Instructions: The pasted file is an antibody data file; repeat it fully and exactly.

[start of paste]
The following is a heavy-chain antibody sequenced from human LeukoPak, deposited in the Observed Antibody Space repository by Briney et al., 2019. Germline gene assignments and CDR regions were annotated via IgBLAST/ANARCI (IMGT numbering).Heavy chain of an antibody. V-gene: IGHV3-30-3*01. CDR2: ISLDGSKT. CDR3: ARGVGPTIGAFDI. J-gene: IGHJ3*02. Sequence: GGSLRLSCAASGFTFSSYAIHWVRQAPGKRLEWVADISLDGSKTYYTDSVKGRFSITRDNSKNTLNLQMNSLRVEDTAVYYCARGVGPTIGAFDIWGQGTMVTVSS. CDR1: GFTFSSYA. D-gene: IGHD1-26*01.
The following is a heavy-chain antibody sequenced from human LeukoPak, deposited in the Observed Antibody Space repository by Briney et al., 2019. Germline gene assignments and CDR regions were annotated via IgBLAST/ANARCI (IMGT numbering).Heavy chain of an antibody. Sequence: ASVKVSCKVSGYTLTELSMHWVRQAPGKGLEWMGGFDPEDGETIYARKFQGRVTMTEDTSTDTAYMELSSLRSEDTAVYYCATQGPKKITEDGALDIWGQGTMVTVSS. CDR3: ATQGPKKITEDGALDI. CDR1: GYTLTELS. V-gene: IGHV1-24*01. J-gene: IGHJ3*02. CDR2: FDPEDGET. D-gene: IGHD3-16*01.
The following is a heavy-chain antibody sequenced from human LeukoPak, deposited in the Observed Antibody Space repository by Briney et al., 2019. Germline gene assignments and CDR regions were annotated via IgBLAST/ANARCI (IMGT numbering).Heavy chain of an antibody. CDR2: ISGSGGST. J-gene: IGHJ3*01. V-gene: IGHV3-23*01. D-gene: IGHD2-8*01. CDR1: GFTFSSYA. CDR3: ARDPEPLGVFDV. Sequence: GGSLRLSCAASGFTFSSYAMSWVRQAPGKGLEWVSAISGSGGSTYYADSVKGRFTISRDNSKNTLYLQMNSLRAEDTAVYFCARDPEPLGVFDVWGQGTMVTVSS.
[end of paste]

The following is a heavy-chain antibody sequenced from human LeukoPak, deposited in the Observed Antibody Space repository by Briney et al., 2019. Germline gene assignments and CDR regions were annotated via IgBLAST/ANARCI (IMGT numbering).Heavy chain of an antibody. V-gene: IGHV3-30-3*01. CDR2: ISLDGSKT. CDR3: ARGVGPTIGAFDI. J-gene: IGHJ3*02. Sequence: GGSLRLSCAASGFTFSSYAIHWVRQAPGKRLEWVADISLDGSKTYYTDSVKGRFSITRDNSKNTLNLQMNSLRVEDTAVYYCARGVGPTIGAFDIWGQGTMVTVSS. CDR1: GFTFSSYA. D-gene: IGHD1-26*01.
The following is a heavy-chain antibody sequenced from human LeukoPak, deposited in the Observed Antibody Space repository by Briney et al., 2019. Germline gene assignments and CDR regions were annotated via IgBLAST/ANARCI (IMGT numbering).Heavy chain of an antibody. Sequence: ASVKVSCKVSGYTLTELSMHWVRQAPGKGLEWMGGFDPEDGETIYARKFQGRVTMTEDTSTDTAYMELSSLRSEDTAVYYCATQGPKKITEDGALDIWGQGTMVTVSS. CDR3: ATQGPKKITEDGALDI. CDR1: GYTLTELS. V-gene: IGHV1-24*01. J-gene: IGHJ3*02. CDR2: FDPEDGET. D-gene: IGHD3-16*01.
The following is a heavy-chain antibody sequenced from human LeukoPak, deposited in the Observed Antibody Space repository by Briney et al., 2019. Germline gene assignments and CDR regions were annotated via IgBLAST/ANARCI (IMGT numbering).Heavy chain of an antibody. CDR2: ISGSGGST. J-gene: IGHJ3*01. V-gene: IGHV3-23*01. D-gene: IGHD2-8*01. CDR1: GFTFSSYA. CDR3: ARDPEPLGVFDV. Sequence: GGSLRLSCAASGFTFSSYAMSWVRQAPGKGLEWVSAISGSGGSTYYADSVKGRFTISRDNSKNTLYLQMNSLRAEDTAVYFCARDPEPLGVFDVWGQGTMVTVSS.